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Poop or no poop? Which poop can you compost?

Compost, the key ingredient to our Soil Building plan, is rich in organic matter that breaks down over time. Scraps of vegetative foods, shredded paper, grass clippings, weeds, expired garden plants,  eggshells, and poop, make their way into our own homemade blend of liquid compost. Wait, back up; did you say poop? That’s right, certain types of animal waste, or manure, are key components of nutritious compost. Manure adds nutrients, increases microbial activity, and speeds up the composting process.

Not All Poop is Created Equal

When it comes to adding manures to your home compost, not all are created equal; and not every type of poop safe to compost. Some animals, including people, harbour harmful organisms in their waste. While commercial composting operations are able to bring compost to hot enough temperatures for long enough to kill off harmful bacteria, most home compost piles and bins do not. So it’s best to leave some poop to the professionals.

What’s safe?

Chickens and bat manures are safe to compost. They are high in urea nitrogen making them “hot”. That means this fresh manure could could burn your plants if it’s not at least partially composted before you add it to the garden. But it’s great for adding fresh into the compost pile. Fresh chicken manure and bat guano, when mixed into your compost pile, will help speed up the composting process and enrich the resulting compost. If you do add these manures to the garden when fresh, be sure they are dry first and don’t use too much.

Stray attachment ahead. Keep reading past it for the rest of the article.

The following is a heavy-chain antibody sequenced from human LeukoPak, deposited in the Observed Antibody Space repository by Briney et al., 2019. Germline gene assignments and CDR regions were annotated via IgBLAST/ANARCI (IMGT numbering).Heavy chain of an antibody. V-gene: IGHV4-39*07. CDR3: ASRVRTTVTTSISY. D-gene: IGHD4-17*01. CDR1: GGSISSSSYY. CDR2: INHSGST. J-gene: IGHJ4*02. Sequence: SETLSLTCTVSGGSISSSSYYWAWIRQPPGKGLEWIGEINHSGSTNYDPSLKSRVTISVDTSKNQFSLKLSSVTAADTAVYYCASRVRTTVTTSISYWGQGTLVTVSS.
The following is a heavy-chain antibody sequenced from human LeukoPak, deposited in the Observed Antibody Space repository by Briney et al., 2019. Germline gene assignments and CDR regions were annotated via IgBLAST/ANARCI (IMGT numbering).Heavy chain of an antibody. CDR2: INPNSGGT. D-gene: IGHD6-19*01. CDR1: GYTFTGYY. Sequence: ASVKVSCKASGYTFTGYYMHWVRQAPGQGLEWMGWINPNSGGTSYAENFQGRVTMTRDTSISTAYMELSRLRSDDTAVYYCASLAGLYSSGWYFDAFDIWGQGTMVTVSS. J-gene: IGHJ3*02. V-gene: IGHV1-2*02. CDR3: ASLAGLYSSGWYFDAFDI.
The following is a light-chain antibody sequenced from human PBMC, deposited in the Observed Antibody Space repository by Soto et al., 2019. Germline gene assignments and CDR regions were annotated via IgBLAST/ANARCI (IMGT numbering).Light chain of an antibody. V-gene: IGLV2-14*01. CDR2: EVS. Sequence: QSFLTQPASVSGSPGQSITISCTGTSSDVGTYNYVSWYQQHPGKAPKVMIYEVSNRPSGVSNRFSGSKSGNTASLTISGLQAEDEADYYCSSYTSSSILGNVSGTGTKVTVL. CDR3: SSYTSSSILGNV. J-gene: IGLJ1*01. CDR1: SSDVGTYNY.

Cow, Horse, Sheep and Goat manures are all also safe for the home compost bin. They are all less “hot” than chicken manure or bat guano, but it’s still best to compost them for about 6 months before they go into the garden beds. They are a good source of nitrogen and potassium. But be aware weed seeds may survive your composting cycle.

What’s not safe?

Dog feces are not considered safe for the home composter. Now, that’s not to say that in the future dog feces won’t be compostable: many dog parks around the country are looking into efficient and effective ways to compost the piles left behind. To compost  your own pet’s poop, can be a long and labor intensive process that homeowners typically have a hard time sticking with. So the current recommendation is to skip the dog poop in the home compost bin.

Cat feces, is really a big no. While it can be professionally composted, it is a very long and complicated process that is not necessarily worth the risk for the homeowner. Cats excrete toxoplasma eggs in their poop, which causes toxoplasmosis in humans; and the reason why pregnant women and those with compromised immune systems are told not to clean the litter box.

Pig waste is generally not considered safe to use in compost because their waste contains harmful bacteria that can make you sick.

Human waste is normally a “no” for the general home compost bin. However, if properly managed, human waste can be properly composted. A composting toilet can turn your poop and other organic material into compost that is just about ready to use.

Killing harmful bacteria in compost basically comes down to maintaining the compost at hot enough temperatures for long enough to complete the process. Again, home compost bins generally don’t get hot enough. So definitely make use of poop that’s easy and safe to recycle, but always use common sense when composting wastes.


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